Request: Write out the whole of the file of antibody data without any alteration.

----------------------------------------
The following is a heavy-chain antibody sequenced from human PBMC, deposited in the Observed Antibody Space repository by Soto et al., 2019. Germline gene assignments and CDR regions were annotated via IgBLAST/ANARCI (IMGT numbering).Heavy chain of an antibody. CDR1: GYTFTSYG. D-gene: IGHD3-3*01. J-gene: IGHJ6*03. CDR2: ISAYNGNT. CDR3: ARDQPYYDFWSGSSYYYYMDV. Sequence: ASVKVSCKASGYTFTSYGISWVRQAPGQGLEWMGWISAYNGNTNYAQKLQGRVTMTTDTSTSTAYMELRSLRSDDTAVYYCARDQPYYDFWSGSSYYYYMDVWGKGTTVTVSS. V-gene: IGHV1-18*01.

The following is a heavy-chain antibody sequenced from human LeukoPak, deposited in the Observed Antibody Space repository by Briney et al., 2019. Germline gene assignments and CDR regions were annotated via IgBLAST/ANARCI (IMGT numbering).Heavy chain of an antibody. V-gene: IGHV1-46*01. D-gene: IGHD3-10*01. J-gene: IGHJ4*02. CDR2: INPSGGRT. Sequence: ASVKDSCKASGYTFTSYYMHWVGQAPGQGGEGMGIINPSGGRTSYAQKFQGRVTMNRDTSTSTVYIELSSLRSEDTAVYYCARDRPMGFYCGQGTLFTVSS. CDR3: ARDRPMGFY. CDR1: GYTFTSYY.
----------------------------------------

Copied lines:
The following is a heavy-chain antibody sequenced from human PBMC, deposited in the Observed Antibody Space repository by Soto et al., 2019. Germline gene assignments and CDR regions were annotated via IgBLAST/ANARCI (IMGT numbering).Heavy chain of an antibody. CDR1: GYTFTSYG. D-gene: IGHD3-3*01. J-gene: IGHJ6*03. CDR2: ISAYNGNT. CDR3: ARDQPYYDFWSGSSYYYYMDV. Sequence: ASVKVSCKASGYTFTSYGISWVRQAPGQGLEWMGWISAYNGNTNYAQKLQGRVTMTTDTSTSTAYMELRSLRSDDTAVYYCARDQPYYDFWSGSSYYYYMDVWGKGTTVTVSS. V-gene: IGHV1-18*01.

The following is a heavy-chain antibody sequenced from human LeukoPak, deposited in the Observed Antibody Space repository by Briney et al., 2019. Germline gene assignments and CDR regions were annotated via IgBLAST/ANARCI (IMGT numbering).Heavy chain of an antibody. V-gene: IGHV1-46*01. D-gene: IGHD3-10*01. J-gene: IGHJ4*02. CDR2: INPSGGRT. Sequence: ASVKDSCKASGYTFTSYYMHWVGQAPGQGGEGMGIINPSGGRTSYAQKFQGRVTMNRDTSTSTVYIELSSLRSEDTAVYYCARDRPMGFYCGQGTLFTVSS. CDR3: ARDRPMGFY. CDR1: GYTFTSYY.